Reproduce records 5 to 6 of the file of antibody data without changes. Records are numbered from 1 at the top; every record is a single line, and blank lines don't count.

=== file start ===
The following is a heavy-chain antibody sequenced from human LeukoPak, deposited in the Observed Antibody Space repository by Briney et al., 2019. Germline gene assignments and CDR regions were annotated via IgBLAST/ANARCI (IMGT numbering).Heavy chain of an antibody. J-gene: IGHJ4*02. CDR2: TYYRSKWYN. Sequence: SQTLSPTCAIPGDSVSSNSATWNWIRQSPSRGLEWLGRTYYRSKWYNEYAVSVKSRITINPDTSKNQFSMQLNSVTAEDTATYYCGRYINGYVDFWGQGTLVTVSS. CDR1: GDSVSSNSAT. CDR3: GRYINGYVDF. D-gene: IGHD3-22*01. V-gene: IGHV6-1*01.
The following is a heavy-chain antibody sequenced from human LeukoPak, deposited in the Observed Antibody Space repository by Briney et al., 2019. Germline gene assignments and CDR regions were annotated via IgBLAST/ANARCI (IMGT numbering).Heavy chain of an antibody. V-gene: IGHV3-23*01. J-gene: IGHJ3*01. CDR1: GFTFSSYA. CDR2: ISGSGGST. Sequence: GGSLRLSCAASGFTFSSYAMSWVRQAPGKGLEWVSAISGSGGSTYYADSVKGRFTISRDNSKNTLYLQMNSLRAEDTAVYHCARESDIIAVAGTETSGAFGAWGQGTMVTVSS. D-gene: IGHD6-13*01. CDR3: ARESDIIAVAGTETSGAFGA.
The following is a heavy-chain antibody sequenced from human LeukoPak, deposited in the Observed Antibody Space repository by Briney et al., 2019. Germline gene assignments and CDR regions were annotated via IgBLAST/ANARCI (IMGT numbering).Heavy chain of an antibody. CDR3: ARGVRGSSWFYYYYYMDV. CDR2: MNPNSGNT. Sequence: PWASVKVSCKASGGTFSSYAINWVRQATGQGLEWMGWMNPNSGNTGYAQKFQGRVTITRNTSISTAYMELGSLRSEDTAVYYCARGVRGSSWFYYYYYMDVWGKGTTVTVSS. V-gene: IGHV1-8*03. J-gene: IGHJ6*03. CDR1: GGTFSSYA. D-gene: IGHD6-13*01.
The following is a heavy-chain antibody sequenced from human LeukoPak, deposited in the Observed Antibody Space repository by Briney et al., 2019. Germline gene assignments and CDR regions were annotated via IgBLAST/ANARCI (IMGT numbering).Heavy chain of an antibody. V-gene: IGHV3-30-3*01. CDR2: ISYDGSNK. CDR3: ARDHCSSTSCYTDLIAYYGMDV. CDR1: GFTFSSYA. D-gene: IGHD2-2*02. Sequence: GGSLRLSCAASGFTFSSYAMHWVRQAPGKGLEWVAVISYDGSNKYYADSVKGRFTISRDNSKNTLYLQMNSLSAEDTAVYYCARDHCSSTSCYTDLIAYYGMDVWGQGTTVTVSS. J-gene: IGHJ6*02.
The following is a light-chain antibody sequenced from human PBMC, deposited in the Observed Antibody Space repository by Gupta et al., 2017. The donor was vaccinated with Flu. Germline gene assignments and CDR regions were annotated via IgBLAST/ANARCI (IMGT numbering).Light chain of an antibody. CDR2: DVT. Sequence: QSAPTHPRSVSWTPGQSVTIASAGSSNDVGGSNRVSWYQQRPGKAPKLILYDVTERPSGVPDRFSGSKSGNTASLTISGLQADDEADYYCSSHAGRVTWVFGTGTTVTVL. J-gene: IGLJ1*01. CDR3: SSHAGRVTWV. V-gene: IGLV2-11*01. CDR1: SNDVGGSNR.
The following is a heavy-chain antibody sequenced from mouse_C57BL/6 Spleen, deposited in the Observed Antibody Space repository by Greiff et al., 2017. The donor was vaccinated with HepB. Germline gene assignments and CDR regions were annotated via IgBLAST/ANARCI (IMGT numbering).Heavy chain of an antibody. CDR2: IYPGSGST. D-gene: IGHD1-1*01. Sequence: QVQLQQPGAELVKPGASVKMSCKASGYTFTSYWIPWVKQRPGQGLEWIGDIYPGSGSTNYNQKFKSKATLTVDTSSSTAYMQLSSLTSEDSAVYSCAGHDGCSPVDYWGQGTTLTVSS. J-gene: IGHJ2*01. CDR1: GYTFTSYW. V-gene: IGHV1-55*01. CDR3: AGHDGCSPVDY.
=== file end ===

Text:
The following is a light-chain antibody sequenced from human PBMC, deposited in the Observed Antibody Space repository by Gupta et al., 2017. The donor was vaccinated with Flu. Germline gene assignments and CDR regions were annotated via IgBLAST/ANARCI (IMGT numbering).Light chain of an antibody. CDR2: DVT. Sequence: QSAPTHPRSVSWTPGQSVTIASAGSSNDVGGSNRVSWYQQRPGKAPKLILYDVTERPSGVPDRFSGSKSGNTASLTISGLQADDEADYYCSSHAGRVTWVFGTGTTVTVL. J-gene: IGLJ1*01. CDR3: SSHAGRVTWV. V-gene: IGLV2-11*01. CDR1: SNDVGGSNR.
The following is a heavy-chain antibody sequenced from mouse_C57BL/6 Spleen, deposited in the Observed Antibody Space repository by Greiff et al., 2017. The donor was vaccinated with HepB. Germline gene assignments and CDR regions were annotated via IgBLAST/ANARCI (IMGT numbering).Heavy chain of an antibody. CDR2: IYPGSGST. D-gene: IGHD1-1*01. Sequence: QVQLQQPGAELVKPGASVKMSCKASGYTFTSYWIPWVKQRPGQGLEWIGDIYPGSGSTNYNQKFKSKATLTVDTSSSTAYMQLSSLTSEDSAVYSCAGHDGCSPVDYWGQGTTLTVSS. J-gene: IGHJ2*01. CDR1: GYTFTSYW. V-gene: IGHV1-55*01. CDR3: AGHDGCSPVDY.